One of the industry’s big tasks over the next 10 years is to move construction processes from drawing- to model-based. “We have to help companies create a higher level of model sharing in a low trust environment. That’s going to require technology that enables that, but it’s also going to require people changing the contractual environments.”
Another challenge, Anagnost says, is to make permitting processes less paper-based. Autodesk is trying to create a climate where this is possible by working with governments and owners, for example, to drive BIM mandates into their projects. “There’s a mandate in the UK to use BIM on all public works projects. We’re trying to get that in as many places as possible. We’re also trying to find municipalities and governments that are willing to look at digital permitting processes.”
“I think if we can work with some of these municipalities and demonstrate that, not only are our digital processes more efficient and less wasteful, but they actually result in more rapid and better permitting outcomes, other people will start looking at doing this.”
At the moment, Autodesk is focused on two areas of automation, including the convergence of design and make. Anagnost describes this as the ability to use machine learning algorithms to expose decisions that were classically siloed and separated.
“If we can provide automation that allows designers to see very early on the construction and building implications of their designs, we can get better designs,” he says. “We can also provide the designer with lots of different options for designing and laying out the building. We’re working on technologies that assist designers and engineers in getting design and make decisions closer together and exploring more options at once. That’s an area we’re investing a lot in.”
A subset of this is generative design, where computer algorithms are used to generate design options based on requirements collected by the user. “We’ve done a lot of this in manufacturing, where we create 3D geometry without the user doing anything: they just specify what they’re trying to accomplish and we create the 3D design geometry. That’s instantly machinable because we’ve used constraints of the machine to create the geometry.”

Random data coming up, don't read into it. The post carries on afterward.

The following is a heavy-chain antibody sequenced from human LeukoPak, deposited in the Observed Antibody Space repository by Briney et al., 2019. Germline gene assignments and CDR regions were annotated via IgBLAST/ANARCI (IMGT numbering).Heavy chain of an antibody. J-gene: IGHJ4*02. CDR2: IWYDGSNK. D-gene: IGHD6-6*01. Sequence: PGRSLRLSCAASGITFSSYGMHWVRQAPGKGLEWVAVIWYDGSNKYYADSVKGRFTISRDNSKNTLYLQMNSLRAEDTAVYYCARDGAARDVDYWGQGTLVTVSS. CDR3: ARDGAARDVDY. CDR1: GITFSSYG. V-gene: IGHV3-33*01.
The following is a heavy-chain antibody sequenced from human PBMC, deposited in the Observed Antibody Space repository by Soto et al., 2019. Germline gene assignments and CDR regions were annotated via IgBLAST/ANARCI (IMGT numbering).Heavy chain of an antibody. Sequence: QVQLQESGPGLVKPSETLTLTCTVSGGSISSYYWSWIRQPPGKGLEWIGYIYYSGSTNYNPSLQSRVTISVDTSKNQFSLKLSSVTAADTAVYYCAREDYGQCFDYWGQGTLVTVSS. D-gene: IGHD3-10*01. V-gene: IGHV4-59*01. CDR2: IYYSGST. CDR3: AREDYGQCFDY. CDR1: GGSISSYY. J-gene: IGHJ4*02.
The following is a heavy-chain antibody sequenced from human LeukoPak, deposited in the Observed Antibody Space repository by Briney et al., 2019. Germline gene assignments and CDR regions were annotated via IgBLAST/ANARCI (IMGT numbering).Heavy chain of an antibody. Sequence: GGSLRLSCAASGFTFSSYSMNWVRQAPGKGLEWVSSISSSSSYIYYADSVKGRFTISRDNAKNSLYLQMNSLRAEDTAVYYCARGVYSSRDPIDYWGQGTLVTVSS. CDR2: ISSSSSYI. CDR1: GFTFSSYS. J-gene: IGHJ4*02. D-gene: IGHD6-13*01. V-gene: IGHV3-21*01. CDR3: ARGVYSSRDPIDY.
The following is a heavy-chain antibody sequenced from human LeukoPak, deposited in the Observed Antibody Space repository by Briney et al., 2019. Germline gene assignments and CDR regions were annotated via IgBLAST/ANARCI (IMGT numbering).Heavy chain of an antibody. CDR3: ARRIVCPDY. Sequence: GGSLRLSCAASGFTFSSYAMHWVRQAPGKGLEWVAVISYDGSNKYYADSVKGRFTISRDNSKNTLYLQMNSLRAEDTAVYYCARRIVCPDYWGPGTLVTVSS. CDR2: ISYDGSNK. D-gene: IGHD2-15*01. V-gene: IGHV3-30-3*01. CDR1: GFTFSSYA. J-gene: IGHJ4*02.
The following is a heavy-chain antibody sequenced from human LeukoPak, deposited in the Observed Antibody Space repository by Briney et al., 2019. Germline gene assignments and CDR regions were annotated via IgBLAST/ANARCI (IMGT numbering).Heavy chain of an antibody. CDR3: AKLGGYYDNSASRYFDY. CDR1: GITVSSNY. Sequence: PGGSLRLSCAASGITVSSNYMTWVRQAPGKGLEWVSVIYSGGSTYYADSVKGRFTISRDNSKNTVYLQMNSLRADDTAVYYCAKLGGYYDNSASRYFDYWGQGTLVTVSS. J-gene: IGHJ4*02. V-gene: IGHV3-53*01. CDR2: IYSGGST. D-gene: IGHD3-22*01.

The other area of technological innovation is the process of bringing manufacturing methods to construction and will be facilitated by automation and cloud-based computing, Anagnost says.
“There’s a lot we can do with automation to help make pre-construction planning more accurate and make some of that information available earlier in the design process so people can get quick ideas about what it takes to plan out this construction process and what might it cost.”
While this can be done at the moment, Anagnost says it’s a messy process. “It’s like the merger of two worlds that don’t understand each other. Construction’s very low precision and manufacturing is very high precision. We’re fundamentally bringing a high precision world and a low precision world together. They don’t speak the same language and we’re trying to help them speak the same language so that any changes in the building model are automatically reflected in what has to get manufactured.”
Construction jobs and the skills required are set for significant changes going forward, Anagnost believes. While there will almost certainly be fewer people working on individual jobs, lower building costs will make it possible to do more projects. “We’re going to have a new journeymen class of construction workers who are automation savvy, who understand how to prefabricate and assemble things and are going to be moving from project to project quite fluidly.”
He’s very positive about the future opportunities for people working in the sector. “We believe there will be a lot more jobs on the other side because more people will be able to do more things. But we absolutely also believe we have to invest in skilling those people up, and helping them translate their skills of today to tomorrow. I am an optimist. I see nothing but potential.”
Anagnost describes himself as fundamentally a product person. “I grew up doing product. I’ve always been very passionate about the impact technology has and how you explore the boundaries of technology. My early career at Autodesk was all about products and bringing new products to market. I really do believe that automation in the public good is powerful.”
In terms of his style of leadership, he says he places a big emphasis on ensuring there’s clarity around what the organisation is doing and why. “I try very hard to help the company focus on the most important things and innovate where there’s going to be most impact. If you try to innovate on dozens of different fronts at once, you don’t succeed. I really do try to create priorities, focus, clear articulation of why and let the brilliant people in the company figure out how to do it.
“I was very clear that we’re not going to try to do three things at once. My professional experience has shown me if you try to do too many things at once, you do nothing well.”
The priority now is on getting construction to escape velocity inside the company before the next big transformation. “We’re getting ready for the next manufacturing revolution over the coming three to five years, which is going to be all about the rise of the configurable micro-factory – the teeny factory down the street that can build anything. It’s got 3D printers and robots in it. You send bits in and solid products come out. That world is coming and that’s the next world we’re working for.”